The Leica Visoflex 2 is an electronic viewfinder that can serve as an alternative to the optical viewfinder on certain Leica cameras that was originally released with the Leica M11. This EVF is particularly useful for working with lenses that are challenging to use with the rangefinder design, such as ultra-wide-angle, fast telephoto lenses, and macro lenses, or adapted lenses that have no range finder coupling.
It offers a 3.7MP OLED panel (3,700,000-dot) and provides 100% frame coverage, with an adjustable diopter. The Visoflex 2 is constructed from durable aluminum and has an upward tilting design that can be positioned at 0°, 45°, and 90° angles to accommodate low-angle shooting.
I’ll start off by saying I really love the M11, even with all its shortcomings, and I really like this Visoflex 2 even though it’s not exactly what I want, so I say with love . . . Leica should recall this and issue an update and you shouldn’t buy it until they do.
They didn’t seal the diopter dial from the inner elements of the EVF, so it gets totally loaded with dust. Here is my EVF after only about 2-3 weeks of use, traveling around Tokyo and Japan with it almost permanently mounted to my camera – Yes, that dust is on the inside.
If you decided to buy this, You need to set the diopter dial and immediately cover it with tape.
Leica Visoflex 2 – B&H
Camera Tap – B&H 1″ or 2cm is about what you need. I use cloth gaffers tape, not paper camera tape, but either will work fine for this job. Just don’t use electrical tape because it gets sticky. You’ll also want this to cover your rear control dial on your M11 since the black anodization will wear down very quickly.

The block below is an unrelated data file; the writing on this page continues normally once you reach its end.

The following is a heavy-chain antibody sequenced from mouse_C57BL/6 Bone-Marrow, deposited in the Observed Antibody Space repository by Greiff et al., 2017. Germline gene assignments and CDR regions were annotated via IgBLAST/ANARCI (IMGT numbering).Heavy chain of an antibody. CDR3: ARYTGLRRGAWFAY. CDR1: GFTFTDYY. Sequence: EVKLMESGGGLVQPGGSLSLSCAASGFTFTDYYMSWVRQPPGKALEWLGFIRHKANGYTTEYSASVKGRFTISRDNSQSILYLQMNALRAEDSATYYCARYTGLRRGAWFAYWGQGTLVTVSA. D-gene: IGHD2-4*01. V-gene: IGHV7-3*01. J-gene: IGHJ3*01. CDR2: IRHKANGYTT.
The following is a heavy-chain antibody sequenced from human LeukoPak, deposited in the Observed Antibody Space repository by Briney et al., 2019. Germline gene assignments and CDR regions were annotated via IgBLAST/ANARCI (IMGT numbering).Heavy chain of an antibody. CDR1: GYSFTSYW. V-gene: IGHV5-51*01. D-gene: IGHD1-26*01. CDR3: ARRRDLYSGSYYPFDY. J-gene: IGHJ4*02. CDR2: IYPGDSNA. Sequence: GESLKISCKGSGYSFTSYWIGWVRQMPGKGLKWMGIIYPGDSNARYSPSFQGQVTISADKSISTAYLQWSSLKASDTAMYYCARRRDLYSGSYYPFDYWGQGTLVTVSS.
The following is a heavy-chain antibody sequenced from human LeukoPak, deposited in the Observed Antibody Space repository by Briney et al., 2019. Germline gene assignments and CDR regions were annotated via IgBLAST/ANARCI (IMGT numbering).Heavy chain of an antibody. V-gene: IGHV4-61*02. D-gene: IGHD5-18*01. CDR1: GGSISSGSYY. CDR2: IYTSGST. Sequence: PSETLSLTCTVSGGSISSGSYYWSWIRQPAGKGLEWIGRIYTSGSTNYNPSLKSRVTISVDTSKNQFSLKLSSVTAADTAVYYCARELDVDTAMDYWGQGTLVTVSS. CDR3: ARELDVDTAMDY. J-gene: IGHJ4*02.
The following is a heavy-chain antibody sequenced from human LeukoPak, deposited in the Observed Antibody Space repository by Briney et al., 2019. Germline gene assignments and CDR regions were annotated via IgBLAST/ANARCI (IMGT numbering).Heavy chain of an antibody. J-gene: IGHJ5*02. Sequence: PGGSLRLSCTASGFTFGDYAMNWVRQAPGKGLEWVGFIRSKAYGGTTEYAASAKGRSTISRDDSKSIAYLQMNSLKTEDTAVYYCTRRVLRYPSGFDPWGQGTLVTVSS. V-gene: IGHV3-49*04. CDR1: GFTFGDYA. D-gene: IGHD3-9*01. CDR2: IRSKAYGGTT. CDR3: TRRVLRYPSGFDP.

Onto the review.
Leica Visoflex 2 Review
What I Like
First off, you need this little EVF if you like shooting with a digital view.
Shooting off the LCD is not practical since Leica has designed the LCD to overlap where your thumb grip is, but they don’t allow you to turn off the touch screen. So every time you punch in to focus off the LCD screen, the focus point starts at the top right of the screen.
By using the Visoflext 2, the LCD touch screen is disabled when the EVF is engaged so you don’t have this problem of your thumb accidentally adjusting the focus point.
You can set the EVF switching to be on Auto (which will switch from LCD to EVF depending on if it detects your eye near the EVF), EVF extended (which turns on and off as your eye approaches, leaving the LCD always off), or EVF mode which leaves the EVF on full time. To get the ability to switch between your different settings here, I’ve customized the back wheel button, so I can always easily toggle through the different settings. There should have been a button on the EVF but, oh well.
Also, the Visoflex 2 doesn’t seem to speed up or slow down the camera in any way. The camera still takes about 4-5 seconds, sometimes randomly longer to boot up or come out of auto power-off mode (which is pretty pathetic), and there is still that half-second delay (randomly sometimes longer) when pressing the shutter button (which is also pretty pathetic, just being honest).
I also absolutely love that this EVF tilts up 90 degrees, so you can shoot it like a medium-format film camera looking down into the camera from above. I am tall and this makes it much easier to shoot at lower angles when photographing kids or just people not as tall as me and this has been game-changing when trying to find better compositions. I no longer have to crouch down to try to use the OVF or force the camera to a low angle while desperately trying to nail focus off an LCD screen that I can’t even see straight on.